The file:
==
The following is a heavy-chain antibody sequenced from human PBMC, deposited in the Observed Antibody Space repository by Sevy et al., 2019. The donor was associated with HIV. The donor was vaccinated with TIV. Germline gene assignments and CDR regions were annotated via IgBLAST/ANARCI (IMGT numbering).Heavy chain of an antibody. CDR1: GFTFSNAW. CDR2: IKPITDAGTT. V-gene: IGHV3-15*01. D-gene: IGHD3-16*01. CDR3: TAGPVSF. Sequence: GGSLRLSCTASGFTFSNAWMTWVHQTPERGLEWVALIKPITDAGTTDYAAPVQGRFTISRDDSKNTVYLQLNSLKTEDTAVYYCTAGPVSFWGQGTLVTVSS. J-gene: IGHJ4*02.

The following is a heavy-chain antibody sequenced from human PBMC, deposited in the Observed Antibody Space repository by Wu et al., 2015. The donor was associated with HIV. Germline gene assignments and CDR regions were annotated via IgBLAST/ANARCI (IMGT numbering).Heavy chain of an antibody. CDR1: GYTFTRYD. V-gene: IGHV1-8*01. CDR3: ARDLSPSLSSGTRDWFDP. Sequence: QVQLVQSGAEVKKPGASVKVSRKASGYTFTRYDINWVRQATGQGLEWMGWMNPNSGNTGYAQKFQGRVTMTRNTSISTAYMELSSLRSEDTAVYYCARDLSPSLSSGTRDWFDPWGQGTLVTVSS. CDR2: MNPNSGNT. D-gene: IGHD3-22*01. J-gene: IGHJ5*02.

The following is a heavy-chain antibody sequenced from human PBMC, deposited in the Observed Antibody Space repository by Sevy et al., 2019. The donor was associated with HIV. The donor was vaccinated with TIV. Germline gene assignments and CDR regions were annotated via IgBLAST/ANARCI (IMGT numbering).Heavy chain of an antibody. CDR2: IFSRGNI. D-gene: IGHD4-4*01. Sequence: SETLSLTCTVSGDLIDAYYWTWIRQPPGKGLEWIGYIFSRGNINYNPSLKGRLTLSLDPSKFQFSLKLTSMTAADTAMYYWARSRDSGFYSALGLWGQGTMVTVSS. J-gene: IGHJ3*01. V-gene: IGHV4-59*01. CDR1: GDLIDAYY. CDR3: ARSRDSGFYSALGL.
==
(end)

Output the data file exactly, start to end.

The following is a heavy-chain antibody sequenced from human PBMC, deposited in the Observed Antibody Space repository by Sevy et al., 2019. The donor was associated with HIV. The donor was vaccinated with TIV. Germline gene assignments and CDR regions were annotated via IgBLAST/ANARCI (IMGT numbering).Heavy chain of an antibody. CDR1: GFTFSNAW. CDR2: IKPITDAGTT. V-gene: IGHV3-15*01. D-gene: IGHD3-16*01. CDR3: TAGPVSF. Sequence: GGSLRLSCTASGFTFSNAWMTWVHQTPERGLEWVALIKPITDAGTTDYAAPVQGRFTISRDDSKNTVYLQLNSLKTEDTAVYYCTAGPVSFWGQGTLVTVSS. J-gene: IGHJ4*02.

The following is a heavy-chain antibody sequenced from human PBMC, deposited in the Observed Antibody Space repository by Wu et al., 2015. The donor was associated with HIV. Germline gene assignments and CDR regions were annotated via IgBLAST/ANARCI (IMGT numbering).Heavy chain of an antibody. CDR1: GYTFTRYD. V-gene: IGHV1-8*01. CDR3: ARDLSPSLSSGTRDWFDP. Sequence: QVQLVQSGAEVKKPGASVKVSRKASGYTFTRYDINWVRQATGQGLEWMGWMNPNSGNTGYAQKFQGRVTMTRNTSISTAYMELSSLRSEDTAVYYCARDLSPSLSSGTRDWFDPWGQGTLVTVSS. CDR2: MNPNSGNT. D-gene: IGHD3-22*01. J-gene: IGHJ5*02.

The following is a heavy-chain antibody sequenced from human PBMC, deposited in the Observed Antibody Space repository by Sevy et al., 2019. The donor was associated with HIV. The donor was vaccinated with TIV. Germline gene assignments and CDR regions were annotated via IgBLAST/ANARCI (IMGT numbering).Heavy chain of an antibody. CDR2: IFSRGNI. D-gene: IGHD4-4*01. Sequence: SETLSLTCTVSGDLIDAYYWTWIRQPPGKGLEWIGYIFSRGNINYNPSLKGRLTLSLDPSKFQFSLKLTSMTAADTAMYYWARSRDSGFYSALGLWGQGTMVTVSS. J-gene: IGHJ3*01. V-gene: IGHV4-59*01. CDR1: GDLIDAYY. CDR3: ARSRDSGFYSALGL.